By the time of Culloden, our heroine claimed that she had borne two children to Captain Drummond while living with him in France. She left the youngsters there when she returned with her husband, donning male attire and fighting alongside him at Culloden: she survived but with injuries to her face; her husband lost his life. Since then she had travelled from town to town, telling her story and garnering sympathy and charity in equal measure, drawing 'tears of compassion from some of [her] sex, to see a person of her rank in a correction house, lying on straw'. She sometimes suggested that her name was Miss Jenny Cameron and said that she was 'resolved to wear Men's Cloaths all her Life'.

Alongside Flora MacDonald, Jenny (or Jeannie) Cameron has entered into Jacobite myth and legend, a composite of two women who shared the name. The first Jenny was a Highlander, a 'genteel, well-looking, handsome woman, with a pair of pretty eyes and hair as black as jet' and in her mid- to late-40s; she came to Glenfinnan to represent her brothers and to watch the raising of the standard, and gifted several Highland cows to the Young Pretender, although she never personally met him.

While Bonnie Prince Charlie was at Stirling Castle in early 1746, a second Miss (or Mrs) Jenny Cameron took her place in the drama, an Edinburgh milliner whom Prince William, Duke of Cumberland (nicknamed The Butcher, he was George II's youngest son) confused with the former Miss Cameron. He wrote from Stirling on 2 February 1746: 'We have taken about twenty of their sick here, and the famous Miss Jenny Cameron, whom I propose to send to Edinburgh for the Lord Justice Clerk to examine.' After enquiries, it was discovered that the poor woman in Newcastle had simply been influenced by the myths and legends which had sprung up and been oft repeated about Jenny Cameron. In fact, she had been 'no more than a basket wench, who used to carry meat from the butchers to gentlemen's families, to carry coals, clean houses, or hawk fruit through the streets [of Newcastle], and associate with the worst of company'. She was remembered as first appearing in the town during 1744 or 1745, dressed in a sailor's jacket and breeches, claiming to have been a sailor for many years and owning herself a Catholic, so it was thought probable that she had been involved in the rebellion. Her name was Sarah Waugh and the scars she bore explained as the result of 'a rowelling when young, to extract some frantick humours from her brain, which began to appear very early' and as t h e result of a fall. She had possibly been held in Bedlam (Bethlem Hospital) in London. After being examined by the Newcastle magistrates, Sarah was issued with a vagrant's pass to 'Kirby-Gate, in the Parish of Alson [Alston] in Cumberland, the place of her settlement'.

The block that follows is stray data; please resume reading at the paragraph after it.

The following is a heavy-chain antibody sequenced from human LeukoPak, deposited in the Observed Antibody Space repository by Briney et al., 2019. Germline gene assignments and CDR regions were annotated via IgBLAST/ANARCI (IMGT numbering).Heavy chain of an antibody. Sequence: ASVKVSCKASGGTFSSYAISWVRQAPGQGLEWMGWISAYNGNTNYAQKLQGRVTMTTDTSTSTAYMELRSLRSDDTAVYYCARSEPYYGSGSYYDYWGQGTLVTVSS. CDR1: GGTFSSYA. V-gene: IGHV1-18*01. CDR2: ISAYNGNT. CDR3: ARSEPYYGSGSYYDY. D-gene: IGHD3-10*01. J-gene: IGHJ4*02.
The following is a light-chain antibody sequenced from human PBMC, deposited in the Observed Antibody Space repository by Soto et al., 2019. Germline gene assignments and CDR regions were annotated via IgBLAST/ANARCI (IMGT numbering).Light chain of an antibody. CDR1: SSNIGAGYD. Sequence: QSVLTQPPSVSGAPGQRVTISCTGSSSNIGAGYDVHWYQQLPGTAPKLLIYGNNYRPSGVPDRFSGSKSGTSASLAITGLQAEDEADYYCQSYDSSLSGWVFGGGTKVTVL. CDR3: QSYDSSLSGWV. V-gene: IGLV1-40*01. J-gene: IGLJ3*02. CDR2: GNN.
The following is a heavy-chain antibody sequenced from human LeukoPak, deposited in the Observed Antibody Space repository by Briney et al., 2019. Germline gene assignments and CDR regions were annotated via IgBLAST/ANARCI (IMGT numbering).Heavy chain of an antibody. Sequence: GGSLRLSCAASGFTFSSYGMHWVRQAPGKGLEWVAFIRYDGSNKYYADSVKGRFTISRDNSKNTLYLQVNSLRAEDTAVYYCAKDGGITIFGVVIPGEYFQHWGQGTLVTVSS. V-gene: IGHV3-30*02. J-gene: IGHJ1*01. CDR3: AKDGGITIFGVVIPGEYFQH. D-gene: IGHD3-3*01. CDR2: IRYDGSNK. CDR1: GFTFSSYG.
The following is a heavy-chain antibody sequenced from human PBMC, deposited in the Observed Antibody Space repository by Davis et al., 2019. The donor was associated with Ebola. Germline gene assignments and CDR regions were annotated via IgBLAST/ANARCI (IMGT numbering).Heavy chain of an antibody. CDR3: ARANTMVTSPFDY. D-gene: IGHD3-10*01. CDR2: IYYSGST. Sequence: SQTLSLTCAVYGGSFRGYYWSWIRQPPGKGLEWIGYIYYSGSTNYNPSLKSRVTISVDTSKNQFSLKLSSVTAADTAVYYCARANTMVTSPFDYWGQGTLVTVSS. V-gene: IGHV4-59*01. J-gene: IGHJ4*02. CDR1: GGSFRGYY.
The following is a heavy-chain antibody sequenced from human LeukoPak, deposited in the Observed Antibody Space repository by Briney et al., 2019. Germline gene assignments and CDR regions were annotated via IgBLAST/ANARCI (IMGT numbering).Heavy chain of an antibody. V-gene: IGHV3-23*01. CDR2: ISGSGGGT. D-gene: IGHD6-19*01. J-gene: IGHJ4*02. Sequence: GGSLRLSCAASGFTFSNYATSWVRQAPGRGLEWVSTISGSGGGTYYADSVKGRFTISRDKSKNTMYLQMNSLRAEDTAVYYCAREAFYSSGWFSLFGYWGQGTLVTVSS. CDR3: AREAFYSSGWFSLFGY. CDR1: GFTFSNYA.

| All Things Georgian: Tales from the Long Eighteenth Century, by Joanne Major and Sarah Murden, published by Pen and Sword, is on sale in bookshops and at Amazon for PS15.75.


The real Jenny Cameron (National Library of Scotland)

Charles Edward Stuart (National Library of Scotland)

King George II (Rijksmuseum)

The Battle of Culloden, near Inverness in Scotland, 1746

A view of Newcastle, c1730-1750. (Images from the book All Things Georgian, below)
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Publication:The Journal (Newcastle, England)
Geographic Code:4EUUK
Date:Jun 5, 2019